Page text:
Sophie and I have a bedtime tradition. Every night, after her teeth are brushed, pajamas on and she’s tucked in bed, I ask her the same question I’ve been asking since she was very little.

What’s your favorite thing you did today?

The only “rule” we have when answering the question is you can’t say, “everything.” You have to name at least one specific thing or event that made you happy. Sometimes Sophie tells me it was going to the park after school, or making plans to get frozen yogurt the next day. Or it may have been going to school seeing her friends.

And then I answer the same question.

My favorite thing isn’t always related to Sophie. It could be a writing win, or making a tasty dinner. Sometimes my favorite thing is watching Sophie quietly read a book on her own. Even on the days where I feel the worst, sometimes the only thing I can think of is picking Sophie up from school and seeing her smiling face when she sees me. Even if the rest of the afternoon goes to hell, it’s that moment I remember at the end of the day when we recite “favorite things.”

Sophie depends on our little tradition as part of her nightly routine. She always says, “We need to do favorite things!” I love it because  it reminds us both that even on the worst of days, we can always find at least one thing that brought us joy.

I recently came across this blog post, in which the writer talks about what happiness means to her. Abby, the author of said post, writes:

Happiness is one of those concepts that can easily become vague and elusive. Ask anyone what they want out of life, what they want for themselves and their kids, and more often than not, you’ll hear, “I just want to be happy” or “I just want them to be happy.” But what does that actually MEAN? And how do you actually DO it?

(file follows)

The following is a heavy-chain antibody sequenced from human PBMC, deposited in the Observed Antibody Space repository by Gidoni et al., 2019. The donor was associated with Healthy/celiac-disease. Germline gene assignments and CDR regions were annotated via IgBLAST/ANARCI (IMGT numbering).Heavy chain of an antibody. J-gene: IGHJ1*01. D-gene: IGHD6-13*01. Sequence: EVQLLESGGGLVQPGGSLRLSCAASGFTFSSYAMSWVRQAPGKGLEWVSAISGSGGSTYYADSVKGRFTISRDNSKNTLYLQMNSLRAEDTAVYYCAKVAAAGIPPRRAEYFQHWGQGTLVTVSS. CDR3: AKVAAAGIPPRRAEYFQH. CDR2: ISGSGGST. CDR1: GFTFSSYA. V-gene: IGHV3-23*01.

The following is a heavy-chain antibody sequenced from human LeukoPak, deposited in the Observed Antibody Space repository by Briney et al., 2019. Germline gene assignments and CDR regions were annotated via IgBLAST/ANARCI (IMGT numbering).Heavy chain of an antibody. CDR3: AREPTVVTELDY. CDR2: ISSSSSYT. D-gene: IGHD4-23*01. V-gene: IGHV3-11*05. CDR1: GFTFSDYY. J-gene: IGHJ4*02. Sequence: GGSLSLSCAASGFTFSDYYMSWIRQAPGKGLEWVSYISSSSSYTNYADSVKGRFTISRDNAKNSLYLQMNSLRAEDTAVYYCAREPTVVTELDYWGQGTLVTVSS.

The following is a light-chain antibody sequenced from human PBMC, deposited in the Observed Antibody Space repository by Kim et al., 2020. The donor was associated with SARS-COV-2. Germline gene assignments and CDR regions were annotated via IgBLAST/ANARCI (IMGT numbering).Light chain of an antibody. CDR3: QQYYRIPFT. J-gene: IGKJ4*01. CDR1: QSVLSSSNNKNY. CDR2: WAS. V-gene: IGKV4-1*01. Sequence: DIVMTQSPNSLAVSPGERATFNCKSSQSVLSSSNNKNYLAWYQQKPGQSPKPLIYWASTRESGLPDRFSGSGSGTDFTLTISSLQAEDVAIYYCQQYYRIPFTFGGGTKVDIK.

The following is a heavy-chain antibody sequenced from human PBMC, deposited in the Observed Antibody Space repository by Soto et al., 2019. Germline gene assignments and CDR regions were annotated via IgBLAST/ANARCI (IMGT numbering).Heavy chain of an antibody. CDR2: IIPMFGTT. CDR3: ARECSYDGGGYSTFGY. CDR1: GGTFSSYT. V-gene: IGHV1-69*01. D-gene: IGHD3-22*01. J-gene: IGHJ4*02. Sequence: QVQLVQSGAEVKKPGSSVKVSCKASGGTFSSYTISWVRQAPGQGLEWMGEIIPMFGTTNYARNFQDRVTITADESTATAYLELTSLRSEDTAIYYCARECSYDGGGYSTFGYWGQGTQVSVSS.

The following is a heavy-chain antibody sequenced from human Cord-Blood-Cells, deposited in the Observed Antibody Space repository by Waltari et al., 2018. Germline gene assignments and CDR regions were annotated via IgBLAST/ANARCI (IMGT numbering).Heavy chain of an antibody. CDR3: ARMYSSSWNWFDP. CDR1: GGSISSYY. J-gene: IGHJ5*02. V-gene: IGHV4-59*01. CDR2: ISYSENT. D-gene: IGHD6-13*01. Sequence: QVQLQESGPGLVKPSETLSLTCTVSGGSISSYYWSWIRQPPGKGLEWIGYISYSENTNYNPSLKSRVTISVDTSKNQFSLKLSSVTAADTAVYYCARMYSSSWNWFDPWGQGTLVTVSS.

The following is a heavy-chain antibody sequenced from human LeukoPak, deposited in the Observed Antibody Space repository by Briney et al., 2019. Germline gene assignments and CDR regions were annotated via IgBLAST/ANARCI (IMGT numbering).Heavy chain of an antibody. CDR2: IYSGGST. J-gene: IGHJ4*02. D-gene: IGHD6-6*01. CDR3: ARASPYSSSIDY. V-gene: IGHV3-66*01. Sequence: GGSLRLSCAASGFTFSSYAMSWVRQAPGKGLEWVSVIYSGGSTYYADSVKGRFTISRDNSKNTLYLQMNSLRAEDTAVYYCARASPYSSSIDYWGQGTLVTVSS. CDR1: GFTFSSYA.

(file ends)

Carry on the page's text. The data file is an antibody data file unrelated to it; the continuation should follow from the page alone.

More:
Abby’s words – coupled with hearing Mary Chapin Carpenter’s Don’t Need Much to Be Happy – got me thinking about the things in life that bring me joy. I started keeping a list of those things, and I began to notice that when I wrote down the items or read the list, I felt calmer; happier.

I also realized that, with the exception of a few, the items I wrote down were not things in the sense that I spend money to acquire them. They are simple acts and experiences. This is so important to remember because as we all strive to feel happy, making an effort to consciously focus on the simple things that we control can change our mindset.

Here are a few things that make me happy:

I could go on … and in fact, I plan to continue my happiness list because I hope, as I get older, it will only continue to grow.

Have you ever written down the things that bring you joy? I would love to know what’s on your list! Share a few items with me!

Other Posts You May Like:

6 Responses

  1. What a lovely tradition! Some of the best times with the kids are when they’re a captive audience– without other distractions. My kids used to tell me the most on the drives to doctor’s appointments and other after school events. Enjoy these special moments.

    1. Thanks, Lisa! It’s so true about the car rides and such. That’s why I love the quality time and little things too. Thanks for commenting!

  2. What a great list! I agree with so many of the things you wrote down. And I have also found that my happy list is more often experiences than things. I love your ritual with your daughter. Haven’t you found that kids just love family routines? For mine it’s “quiz night.” During Sunday dinner, we will ask each other trivia questions. It’s the little things, right? 🙂

    1. Oh I love that “quiz night” idea! Will need to try that one out too. Thanks for reading and providing such great inspiration!

Leave a Reply

Your email address will not be published. Required fields are marked *